US President Barack Obama will make a historic visit to Tel Aviv and Ramallah in March, the first since he took office in 2009. The visit comes amid a suspended peace process, a weak performance by Netanyahu's political party in the recent Israeli elections, and continued Palestinian division through Hamas’ control on the Gaza Strip and the Palestinian Authority (PA) in the West Bank.
Factions in the Gaza Strip exhibit traditional skepticism over the ability of the American administration to pressure Israel to achieve its vision of a two-state solution. They also criticize Washington’s failure to deter the Israeli government from continuing settlement activity, which is taking chunks out of territory on which a Palestinian state is supposed to be built and was the reason for stopping the negotiations between the Palestinian and Israeli sides.
Leading Hamas figure Mahmoud al-Zahar expressed pessimism over the possibility that Obama's visit will succeed in achieving rapprochement between PA President Mahmoud Abbas and Israeli Prime Minister Benjamin Netanyahu in order to resume negotiations. He said that Iran's nuclear file will likely be a priority for dialogue between the two parties, adding that the visit does not aim to pressure the Israeli government to move the peace process along.
He said, "I do not think that anything will be achieved regarding the Palestinian-Israeli issue, because Obama will try to prevent Israel from declaring war on Iran due to the economic crisis and the inability of the US administration to wage new wars after its failure in the wars on Afghanistan and Iraq."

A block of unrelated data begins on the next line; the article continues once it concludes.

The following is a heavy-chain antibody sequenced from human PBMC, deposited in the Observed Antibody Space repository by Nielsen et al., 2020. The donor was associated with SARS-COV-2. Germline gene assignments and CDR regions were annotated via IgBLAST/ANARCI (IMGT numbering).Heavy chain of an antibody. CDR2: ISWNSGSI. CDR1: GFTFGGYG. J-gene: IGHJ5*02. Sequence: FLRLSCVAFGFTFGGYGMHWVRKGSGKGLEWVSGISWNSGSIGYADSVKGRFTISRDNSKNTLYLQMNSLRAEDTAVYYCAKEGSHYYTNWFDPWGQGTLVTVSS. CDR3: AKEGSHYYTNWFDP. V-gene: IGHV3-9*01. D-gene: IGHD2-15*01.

He renewed Hamas' position on negotiations as an option to ending the conflict with Israel, describing them as "fruitless and useless negotiations, which the Palestinian people have tried for years, but did not yield any results, except more settlements and the cultural appropriation of the occupied city of Jerusalem."
The PA, led by Abbas, hopes that Obama's upcoming visit to the region — which will take place after the formation of the new Israeli government — will redirect the course of negotiations with the Israeli side, through pressure from the new US administration to halt Israeli settlement activity until the implementation of a two-state solution by establishing an independent Palestinian state.